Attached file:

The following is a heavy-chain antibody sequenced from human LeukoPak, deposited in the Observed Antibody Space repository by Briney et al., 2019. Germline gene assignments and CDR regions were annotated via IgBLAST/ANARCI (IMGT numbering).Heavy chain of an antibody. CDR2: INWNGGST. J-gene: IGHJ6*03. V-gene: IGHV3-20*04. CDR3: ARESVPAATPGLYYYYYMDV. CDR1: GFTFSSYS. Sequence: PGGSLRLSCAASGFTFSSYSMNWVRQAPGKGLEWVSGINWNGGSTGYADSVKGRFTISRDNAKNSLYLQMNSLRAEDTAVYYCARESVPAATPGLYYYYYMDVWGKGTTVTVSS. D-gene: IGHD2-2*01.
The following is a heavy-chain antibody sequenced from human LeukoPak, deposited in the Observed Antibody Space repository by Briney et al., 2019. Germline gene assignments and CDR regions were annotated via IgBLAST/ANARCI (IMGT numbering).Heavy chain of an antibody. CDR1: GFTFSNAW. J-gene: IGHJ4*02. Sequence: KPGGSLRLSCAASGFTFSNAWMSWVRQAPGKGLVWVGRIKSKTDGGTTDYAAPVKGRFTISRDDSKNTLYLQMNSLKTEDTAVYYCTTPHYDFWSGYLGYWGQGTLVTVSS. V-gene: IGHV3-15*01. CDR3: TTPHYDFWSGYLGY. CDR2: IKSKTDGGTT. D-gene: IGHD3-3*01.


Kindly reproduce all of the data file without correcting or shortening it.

The following is a heavy-chain antibody sequenced from human LeukoPak, deposited in the Observed Antibody Space repository by Briney et al., 2019. Germline gene assignments and CDR regions were annotated via IgBLAST/ANARCI (IMGT numbering).Heavy chain of an antibody. CDR2: INWNGGST. J-gene: IGHJ6*03. V-gene: IGHV3-20*04. CDR3: ARESVPAATPGLYYYYYMDV. CDR1: GFTFSSYS. Sequence: PGGSLRLSCAASGFTFSSYSMNWVRQAPGKGLEWVSGINWNGGSTGYADSVKGRFTISRDNAKNSLYLQMNSLRAEDTAVYYCARESVPAATPGLYYYYYMDVWGKGTTVTVSS. D-gene: IGHD2-2*01.
The following is a heavy-chain antibody sequenced from human LeukoPak, deposited in the Observed Antibody Space repository by Briney et al., 2019. Germline gene assignments and CDR regions were annotated via IgBLAST/ANARCI (IMGT numbering).Heavy chain of an antibody. CDR1: GFTFSNAW. J-gene: IGHJ4*02. Sequence: KPGGSLRLSCAASGFTFSNAWMSWVRQAPGKGLVWVGRIKSKTDGGTTDYAAPVKGRFTISRDDSKNTLYLQMNSLKTEDTAVYYCTTPHYDFWSGYLGYWGQGTLVTVSS. V-gene: IGHV3-15*01. CDR3: TTPHYDFWSGYLGY. CDR2: IKSKTDGGTT. D-gene: IGHD3-3*01.